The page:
BLASTX (Basic Local Alignment Search Tool) searches of the onion ESTs against a database of plant transposable element (TE) peptide sequences revealed that 0.8% (145 of 18,484) showed significant (e < 10−20) matches to TEs. Of these, 25% (36 of 145) were homologous with transposases of class-I DNA elements (Mutator, Ac/Ds, or En/Spm), and the remainder were homologous with polyproteins or reverse transcriptases of class-II RNA elements (copia, gypsy, or non–long terminal repeat [LTR] retrotransposons). Rossi et al. (2001) reported a similar range of TEs among sugarcane ESTs but did not detect non-LTR retroelements. The orientations of BLASTX alignments were inspected to determine whether ESTs matching TEs were products of directionally cloned transcripts and did not represent genomic contamination or read-through from neighboring retrotransposons (Elrouby and Bureau, 2001). In the latter cases, the frequencies of the forward and reverse orientations should be equal (Echenique et al., 2002). All onion ESTs with translated similarities to class-I DNA elements were in the forward orientation; however, 50% (55 of 109) of matches to class-II retrotransposons were in the reverse orientation. This finding suggests that the transposon-like ESTs are products of transcription and that many of the retrotransposon-like ESTs in the onion data set represent genomic DNA contamination or read-through from neighboring retrotransposons. Only one EST (CF451068) contained similarities to both a TE and another protein (ribosomal protein S12) and was either chimeric or a TE insertion into a coding sequence.

GC Composition of Onion ESTs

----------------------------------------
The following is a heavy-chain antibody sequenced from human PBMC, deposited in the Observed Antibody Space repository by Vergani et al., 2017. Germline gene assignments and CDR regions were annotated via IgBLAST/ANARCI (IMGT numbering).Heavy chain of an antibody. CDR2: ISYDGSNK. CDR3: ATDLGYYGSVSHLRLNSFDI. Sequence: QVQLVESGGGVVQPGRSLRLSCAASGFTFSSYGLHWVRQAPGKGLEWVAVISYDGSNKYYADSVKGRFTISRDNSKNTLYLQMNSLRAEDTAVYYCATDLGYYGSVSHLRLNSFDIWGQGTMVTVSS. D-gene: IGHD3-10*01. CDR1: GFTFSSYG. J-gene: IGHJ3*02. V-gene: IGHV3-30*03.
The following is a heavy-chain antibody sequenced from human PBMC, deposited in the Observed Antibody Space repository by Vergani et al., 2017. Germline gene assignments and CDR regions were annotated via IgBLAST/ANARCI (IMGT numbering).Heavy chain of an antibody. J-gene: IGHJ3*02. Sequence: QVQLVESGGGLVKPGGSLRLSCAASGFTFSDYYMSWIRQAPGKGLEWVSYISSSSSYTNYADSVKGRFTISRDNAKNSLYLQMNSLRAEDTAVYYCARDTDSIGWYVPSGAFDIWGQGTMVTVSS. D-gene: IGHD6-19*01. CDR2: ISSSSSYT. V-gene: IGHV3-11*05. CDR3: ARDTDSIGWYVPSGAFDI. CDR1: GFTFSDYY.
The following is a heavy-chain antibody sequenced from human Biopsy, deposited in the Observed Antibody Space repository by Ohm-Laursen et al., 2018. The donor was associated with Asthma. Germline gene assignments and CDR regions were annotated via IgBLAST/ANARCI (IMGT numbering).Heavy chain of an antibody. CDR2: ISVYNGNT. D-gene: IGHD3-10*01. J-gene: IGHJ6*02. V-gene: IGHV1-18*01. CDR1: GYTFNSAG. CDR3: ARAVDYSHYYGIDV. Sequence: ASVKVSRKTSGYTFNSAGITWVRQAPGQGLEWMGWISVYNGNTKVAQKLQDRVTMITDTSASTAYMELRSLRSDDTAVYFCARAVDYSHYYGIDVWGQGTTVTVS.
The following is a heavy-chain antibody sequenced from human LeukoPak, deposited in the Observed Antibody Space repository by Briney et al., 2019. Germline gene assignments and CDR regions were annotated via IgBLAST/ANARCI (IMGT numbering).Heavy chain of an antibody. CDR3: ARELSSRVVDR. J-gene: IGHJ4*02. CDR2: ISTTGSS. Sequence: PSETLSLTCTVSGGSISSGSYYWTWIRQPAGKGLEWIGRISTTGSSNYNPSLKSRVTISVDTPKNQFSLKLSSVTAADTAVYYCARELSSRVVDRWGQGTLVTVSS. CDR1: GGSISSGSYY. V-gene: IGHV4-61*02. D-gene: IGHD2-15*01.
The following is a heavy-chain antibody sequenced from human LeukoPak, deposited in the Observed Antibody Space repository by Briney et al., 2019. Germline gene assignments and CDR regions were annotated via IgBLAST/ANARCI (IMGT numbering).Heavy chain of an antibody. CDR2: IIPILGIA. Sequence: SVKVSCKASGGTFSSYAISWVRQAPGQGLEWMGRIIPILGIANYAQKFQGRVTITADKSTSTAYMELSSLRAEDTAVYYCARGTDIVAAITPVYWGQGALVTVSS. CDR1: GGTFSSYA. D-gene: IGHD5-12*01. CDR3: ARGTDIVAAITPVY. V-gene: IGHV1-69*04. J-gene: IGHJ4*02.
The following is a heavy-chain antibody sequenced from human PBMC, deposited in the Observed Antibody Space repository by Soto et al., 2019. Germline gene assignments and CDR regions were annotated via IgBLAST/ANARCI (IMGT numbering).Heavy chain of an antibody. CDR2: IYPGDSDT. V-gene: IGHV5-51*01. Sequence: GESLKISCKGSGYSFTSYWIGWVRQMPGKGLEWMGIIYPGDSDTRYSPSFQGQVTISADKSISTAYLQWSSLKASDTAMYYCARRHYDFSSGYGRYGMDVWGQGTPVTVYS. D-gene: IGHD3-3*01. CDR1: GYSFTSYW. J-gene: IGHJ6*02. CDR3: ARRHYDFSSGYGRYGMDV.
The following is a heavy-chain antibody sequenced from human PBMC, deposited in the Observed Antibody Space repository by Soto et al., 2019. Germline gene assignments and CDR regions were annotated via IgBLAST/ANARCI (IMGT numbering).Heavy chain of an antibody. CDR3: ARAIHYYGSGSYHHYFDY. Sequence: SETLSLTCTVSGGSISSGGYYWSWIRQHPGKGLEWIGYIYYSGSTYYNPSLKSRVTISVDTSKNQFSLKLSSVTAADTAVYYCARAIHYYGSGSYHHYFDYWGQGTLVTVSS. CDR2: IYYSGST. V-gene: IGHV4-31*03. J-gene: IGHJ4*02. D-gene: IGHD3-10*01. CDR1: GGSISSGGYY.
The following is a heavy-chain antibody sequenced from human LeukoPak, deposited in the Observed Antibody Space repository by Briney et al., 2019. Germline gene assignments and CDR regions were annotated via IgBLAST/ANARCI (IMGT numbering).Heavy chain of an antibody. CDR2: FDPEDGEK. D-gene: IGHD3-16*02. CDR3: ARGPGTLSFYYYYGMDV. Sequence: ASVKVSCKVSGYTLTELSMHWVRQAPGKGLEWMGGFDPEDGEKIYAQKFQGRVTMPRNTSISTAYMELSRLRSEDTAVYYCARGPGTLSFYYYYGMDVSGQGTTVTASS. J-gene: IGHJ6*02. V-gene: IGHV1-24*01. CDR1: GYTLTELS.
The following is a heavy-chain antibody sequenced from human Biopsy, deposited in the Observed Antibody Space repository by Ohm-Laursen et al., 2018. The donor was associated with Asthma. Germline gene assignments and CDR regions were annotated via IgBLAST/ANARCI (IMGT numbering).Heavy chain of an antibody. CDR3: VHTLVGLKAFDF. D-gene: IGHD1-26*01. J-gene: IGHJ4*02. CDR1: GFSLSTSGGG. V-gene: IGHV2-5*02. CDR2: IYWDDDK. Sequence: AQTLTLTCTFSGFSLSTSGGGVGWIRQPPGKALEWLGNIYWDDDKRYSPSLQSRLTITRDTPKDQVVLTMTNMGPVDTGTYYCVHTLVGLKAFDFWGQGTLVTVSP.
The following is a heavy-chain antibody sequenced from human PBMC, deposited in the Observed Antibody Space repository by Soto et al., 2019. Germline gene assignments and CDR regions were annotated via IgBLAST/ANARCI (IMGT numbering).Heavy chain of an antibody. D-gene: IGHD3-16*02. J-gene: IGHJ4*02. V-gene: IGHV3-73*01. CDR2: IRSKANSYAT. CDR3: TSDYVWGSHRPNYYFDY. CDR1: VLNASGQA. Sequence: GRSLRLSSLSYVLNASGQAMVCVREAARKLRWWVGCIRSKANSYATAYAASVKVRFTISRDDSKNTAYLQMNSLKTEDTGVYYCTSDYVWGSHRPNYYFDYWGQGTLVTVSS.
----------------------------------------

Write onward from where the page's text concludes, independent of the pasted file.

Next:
Percentage guanine plus cytosine (GC) compositions were calculated for unique ESTs from onion (11,008), rice (32,400), and Arabidopsis (30,542). Mean GC values for onion and Arabidopsis were approximately equivalent (41.9 and 42.7%), whereas rice had a much higher GC content (51.1%) (Table 3). The values for rice and Arabidopsis were similar to those reported previously (Carels et al., 1998; Arabidopsis Genome Initiative, 2000; Yu et al., 2002). Minimum and maximum values for Arabidopsis and rice were similar, whereas onion had a narrower range, possibly reflecting the smaller number of sequences analyzed (Table 3). Onion and Arabidopsis had similar symmetrical distributions compared with the asymmetrical pattern of rice (Figure 1). For 279 presumptive full-length homologous cDNAs sampled from onion, rice, and Arabidopsis, the rice ESTs had a slightly higher GC content than the entire rice EST data set and again showed a much higher GC content than onion and Arabidopsis (Table 4). We observed little variation among GC contents of full-length cDNAs, as illustrated by the onion and rice plots, but not the Arabidopsis plot, revealing extremely tight groupings of points (Figure 2). Rice values were in agreement with those reported by Carels et al. (1998), who showed similar GC values for rice, barley, maize, and wheat; however, the distributions of points in our analyses were much tighter (Figure 2). Although rice had a higher GC content across all three codon positions (Table 4), the third codon position showed the highest GC content, followed by the first and then the second positions (GC3 > GC1 > GC2). Onion and Arabidopsis showed the highest GC content at the first position, with the second and third positions approximately equal (GC1 > GC3 > GC2). These patterns for Arabidopsis and rice were consistent with those for eudicots and the Poales in general (Wong et al., 2002). We calculated GC values along the direction of transcription from the ATG start codon for 279 full-length homologous cDNA sequences. Arabidopsis and onion showed similar GC distributions along the entire sequence length; rice showed a much higher GC value at the 5′ end, which gradually decreased at the 3′ end to a value slightly higher than that in Arabidopsis and onion (Figure 3). These GC compositional differences resulted in highly significant correlations for codon-usage frequencies between onion and Arabidopsis, with much lower correlations for rice (Table 5).